Last week, I was on a video call with a 31-year-old pastor of a rural church in eastern North Carolina. When I asked how the pandemic was affecting his church and ministry, he expressed his concern. “I am afraid that we are creating a church beside the church,” he said.
Many of us became familiar with the phrase “a church within a church” during the fads of multiple services and the church-dividing worship wars. There were the first service people who attended the contemporary praise-and-worship service and there were the second service people who attended the traditional service. There was not much cross-pollination between the two groups. Some churches continue to struggle with this tension. It is a struggle of identity and of heritage vs. relevance.
That, however, is not this pastor’s concern. He is concerned about church members who were very active, “there whenever the doors were open” kinds of members. They were involved in Bible study, serving as committee members, ushers, and greeters, and music leaders. Now that the pandemic has forced churches to close until further notice, many of these members are being unintentionally excluded from the fellowship.
The “insiders” are now those who have the equipment and the technical know-how to use social media and video conference call platforms. The “outsiders” are those who do not have computers or smartphones – or who are not connected. As one elderly member of my church told me, “I’m not on Facebook and I don’t want to be on Facebook. I don’t trust it.” When I asked him if he had been watching the live streaming of our church’s services, he said he had not.
How can we keep the fellowship in a pandemic?
One way is to connect in ways that we can. Some churches that had done away with paper newsletters are reinstating them. Other churches are creating phone webs of support. Elderly members are being called each week to see how they are doing, to see if there are any needs, and – most importantly – to be reminded that they are remembered and loved.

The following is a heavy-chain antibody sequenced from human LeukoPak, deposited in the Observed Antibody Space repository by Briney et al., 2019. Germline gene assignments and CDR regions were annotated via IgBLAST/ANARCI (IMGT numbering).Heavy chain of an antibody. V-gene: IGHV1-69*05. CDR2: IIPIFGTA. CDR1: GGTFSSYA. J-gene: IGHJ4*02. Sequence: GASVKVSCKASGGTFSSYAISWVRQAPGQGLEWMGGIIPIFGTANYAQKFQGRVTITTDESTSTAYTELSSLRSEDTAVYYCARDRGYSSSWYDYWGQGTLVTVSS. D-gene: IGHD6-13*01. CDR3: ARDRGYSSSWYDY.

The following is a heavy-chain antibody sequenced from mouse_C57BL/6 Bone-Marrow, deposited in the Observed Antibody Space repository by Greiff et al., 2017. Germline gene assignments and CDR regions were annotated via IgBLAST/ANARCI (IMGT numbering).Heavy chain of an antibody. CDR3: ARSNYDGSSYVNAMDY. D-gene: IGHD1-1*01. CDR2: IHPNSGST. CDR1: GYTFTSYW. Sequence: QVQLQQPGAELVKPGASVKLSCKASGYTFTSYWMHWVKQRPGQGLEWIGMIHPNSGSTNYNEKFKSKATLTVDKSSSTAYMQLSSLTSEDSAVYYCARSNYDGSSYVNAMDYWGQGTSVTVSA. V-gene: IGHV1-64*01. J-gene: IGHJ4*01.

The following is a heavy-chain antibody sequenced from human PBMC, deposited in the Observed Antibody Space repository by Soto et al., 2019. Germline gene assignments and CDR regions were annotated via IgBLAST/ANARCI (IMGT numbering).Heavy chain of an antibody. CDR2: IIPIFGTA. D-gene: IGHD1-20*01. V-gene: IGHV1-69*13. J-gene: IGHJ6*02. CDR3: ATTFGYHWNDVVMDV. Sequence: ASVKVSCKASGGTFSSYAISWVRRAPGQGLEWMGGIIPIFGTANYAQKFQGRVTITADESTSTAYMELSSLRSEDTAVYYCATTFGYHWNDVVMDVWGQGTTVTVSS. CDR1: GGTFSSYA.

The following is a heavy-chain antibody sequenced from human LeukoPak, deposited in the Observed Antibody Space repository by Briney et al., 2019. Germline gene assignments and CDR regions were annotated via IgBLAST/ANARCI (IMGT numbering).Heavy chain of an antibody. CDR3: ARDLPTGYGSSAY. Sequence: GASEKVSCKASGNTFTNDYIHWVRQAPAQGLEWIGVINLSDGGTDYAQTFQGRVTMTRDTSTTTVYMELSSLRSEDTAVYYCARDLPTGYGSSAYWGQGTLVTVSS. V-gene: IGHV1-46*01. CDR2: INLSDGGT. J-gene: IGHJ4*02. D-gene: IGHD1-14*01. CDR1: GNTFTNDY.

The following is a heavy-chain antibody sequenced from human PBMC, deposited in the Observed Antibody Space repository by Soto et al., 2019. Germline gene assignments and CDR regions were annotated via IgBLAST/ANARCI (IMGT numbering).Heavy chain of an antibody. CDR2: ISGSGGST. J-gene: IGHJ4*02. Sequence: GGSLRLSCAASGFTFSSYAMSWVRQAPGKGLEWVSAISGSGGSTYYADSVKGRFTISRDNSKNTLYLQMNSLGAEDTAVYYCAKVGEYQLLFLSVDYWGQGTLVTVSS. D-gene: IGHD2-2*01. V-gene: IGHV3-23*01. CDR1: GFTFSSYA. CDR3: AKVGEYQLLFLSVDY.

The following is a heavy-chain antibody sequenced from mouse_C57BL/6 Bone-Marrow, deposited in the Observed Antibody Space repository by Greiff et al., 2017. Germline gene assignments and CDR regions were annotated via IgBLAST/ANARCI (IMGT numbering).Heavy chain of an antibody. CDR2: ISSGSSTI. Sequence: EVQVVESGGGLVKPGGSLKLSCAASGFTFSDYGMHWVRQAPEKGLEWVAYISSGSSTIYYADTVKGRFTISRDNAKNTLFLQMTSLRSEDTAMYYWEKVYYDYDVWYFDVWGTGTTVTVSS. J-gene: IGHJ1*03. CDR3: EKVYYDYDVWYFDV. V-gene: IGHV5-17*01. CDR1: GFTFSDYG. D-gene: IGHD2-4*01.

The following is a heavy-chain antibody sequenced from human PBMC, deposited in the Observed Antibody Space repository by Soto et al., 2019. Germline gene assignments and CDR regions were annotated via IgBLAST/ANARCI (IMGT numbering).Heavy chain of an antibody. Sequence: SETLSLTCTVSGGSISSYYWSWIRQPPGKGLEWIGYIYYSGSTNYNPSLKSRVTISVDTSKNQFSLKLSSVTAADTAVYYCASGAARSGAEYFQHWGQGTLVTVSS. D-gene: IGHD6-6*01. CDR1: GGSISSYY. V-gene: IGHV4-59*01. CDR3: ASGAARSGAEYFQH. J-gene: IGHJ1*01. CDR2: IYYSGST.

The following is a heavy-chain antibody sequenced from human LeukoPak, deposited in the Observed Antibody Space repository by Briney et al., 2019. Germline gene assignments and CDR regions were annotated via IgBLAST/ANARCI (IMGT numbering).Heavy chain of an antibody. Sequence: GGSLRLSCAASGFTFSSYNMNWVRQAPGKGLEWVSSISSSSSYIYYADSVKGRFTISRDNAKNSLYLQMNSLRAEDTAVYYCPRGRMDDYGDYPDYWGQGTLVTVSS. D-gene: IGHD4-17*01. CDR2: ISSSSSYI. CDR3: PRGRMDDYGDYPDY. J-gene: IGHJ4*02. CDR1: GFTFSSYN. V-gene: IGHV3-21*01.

Particularly the elderly may feel “picked on” by this pandemic. When the pandemic first revealed itself, those over 60 were termed most at risk, which made some who were much younger than that take a cavalier attitude about their own health and apathy toward others’ health. Some academicians and some politicians are even persuading our culture that things are not all that bad since so many of the pandemic deaths are nursing home residents who didn’t have much life left anyway.
My friend, Lynn Harper, has just published a book titled, “On Vanishing: Mortality, Dementia, and What it Means to Disappear.” In a recent interview on Salon, Lynn says, “Our ageism is linked to the economy. We are seeing literally elected officials talking about who is expendable. We see it outright, people talking about it openly. It’s almost as if ageism is the last -ism that is just okay. Without repercussion, people talk about it, even talking that there aren’t that many years being lost to COVID-19, even though there are a lot of lives. I don’t know how to account for the value of someone I loved, one year of their life.”
Are “church beside the church” members expendable? How is your church letting them know that is not so?
On April 17, Facebook added a new emoji, this one hugging a heart. How is your church offering virtual hugs to your members?